The Scarlet & Black

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The Scarlet & Black

The Scarlet & Black

Feven Getachew
Feven Getachew
May 6, 2024
Michael Lozada
Michael Lozada
May 6, 2024
Nathan Hoffman
Nathan Hoffman
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Harvey Wilhelm `24.
Harvey Wilhelm
May 6, 2024

Thoughts on a free Egypt

By Nate Powell- Palm & Mariam Asaad

The streets of Cairo erupted in shouts, dances and embraces last Friday as news came that President Mubarak was stepping down after thirty years in power. Mubarak’s resignation came eighteen days after hundreds of thousands of protestors started gathering in Tahrir Square demanding his abdication.
While indescribably happy with the outcome of the protests, Mohammed Elamawy, the Arabic Language Assistant from Egypt, did not initially believe anything would come of the protests.

“I thought it would be something normal because from time to time we have demonstrations and the police would control them, but I never thought it would be such a big number,” he said.

Egypt’s future is still uncertain as there are plenty of concerns about the military fulfilling its promise to hold elections in six months. Mervat Youssef, Assistant Professor of French and Teacher of Arabic, is hopeful that change will come.

“We have to be sure (that the army will leave) because otherwise those people died for nothing. The only way out of this misery is that … we establish a civilian government,” she said.

The army, according Youssef, is the most efficiently productive sector of the Egyptian economy and is overwhelmingly supported by the people. For this reason, she feels, the army has little interest in imposing martial law.

“They’re really loved by the people and they’re not going to risk that. People have great respect for the military,” she said.
Elamawy shares Youssef’s outlook on the army’s role in a post-Mubarak Egypt.

“I think that the military leaders who are in charge now do not want a military president. They want a people president and the people want a people president,” he said.

Though prior commitments to Grinnell kept Elamawy from returning to Egypt, he voiced his solidarity for Egyptians in his generation, who were the driving force behind the revolution.

“The average age of the Egyptian population is 25, just like me. I would be in [Tahrir] Square, I feel how they feel,” Elamawy said. “I think it’s amazing. I’m so proud of it. So proud. People are making history. This is the first time people my age are making history.”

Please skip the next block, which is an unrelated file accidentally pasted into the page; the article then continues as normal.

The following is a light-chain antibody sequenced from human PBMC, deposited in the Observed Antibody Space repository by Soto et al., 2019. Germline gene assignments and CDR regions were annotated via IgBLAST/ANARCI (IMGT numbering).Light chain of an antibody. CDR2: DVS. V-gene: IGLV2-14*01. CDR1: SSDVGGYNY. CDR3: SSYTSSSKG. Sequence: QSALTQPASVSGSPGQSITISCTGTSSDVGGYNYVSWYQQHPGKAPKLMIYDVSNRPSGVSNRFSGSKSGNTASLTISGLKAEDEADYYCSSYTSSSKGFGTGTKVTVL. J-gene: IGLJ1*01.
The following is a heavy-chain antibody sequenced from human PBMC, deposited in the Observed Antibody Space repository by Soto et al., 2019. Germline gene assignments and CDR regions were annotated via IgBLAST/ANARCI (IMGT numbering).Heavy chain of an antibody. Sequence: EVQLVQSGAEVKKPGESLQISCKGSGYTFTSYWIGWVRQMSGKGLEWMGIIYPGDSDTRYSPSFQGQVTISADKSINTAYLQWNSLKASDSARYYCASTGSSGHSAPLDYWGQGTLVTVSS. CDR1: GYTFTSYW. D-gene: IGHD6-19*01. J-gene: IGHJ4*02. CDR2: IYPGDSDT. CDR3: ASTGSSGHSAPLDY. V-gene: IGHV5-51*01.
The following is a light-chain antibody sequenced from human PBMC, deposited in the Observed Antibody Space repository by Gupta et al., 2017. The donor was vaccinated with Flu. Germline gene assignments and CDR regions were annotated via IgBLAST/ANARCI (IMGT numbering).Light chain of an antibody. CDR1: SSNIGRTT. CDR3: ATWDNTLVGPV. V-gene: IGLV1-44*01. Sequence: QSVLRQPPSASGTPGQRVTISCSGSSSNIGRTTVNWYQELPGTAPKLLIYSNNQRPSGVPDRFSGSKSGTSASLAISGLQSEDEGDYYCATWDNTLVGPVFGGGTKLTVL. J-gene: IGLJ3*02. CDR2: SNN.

While both of these Grinnellian Egyptians expressed feelings of pride for their countrymen, they agree that now is the most important time to start working to rebuild a country which has experienced neglect and suffered from corruption at the hands of Mubarak.

During the protest, confrontations between authority figures and protesters involved the police, not the military. The total fatality count due to police brutality and clashes between police and protesters is reported to be upwards of 300 civilians.
This people’s relationship between the police and the people is one of many problems that a newly liberated Egypt faces, Youssef believes.

“We have to rebuild the relationship between the police and the people.” she said.

Youssef compares the last 18 days and the months and years to come to killing a poisonous snake, of which Mubarak is the head.

“When you cut the head off you think the snake is going to stop. Well, it’s going to wiggle for some time.”

But after all of the uncertainty and angst surrounding Egypt’s future, Youssef still believes that with the necessary work from Egyptian citizens, and political pressure on the country’s leaders, the protests and ousting of the president will lead to the blossoming of Egypt.

“The trick is, we know the head has been cut off and then we put up with the rest until we totally bury it. We make sure the burial is in a place where we can use it as fertilizer.”

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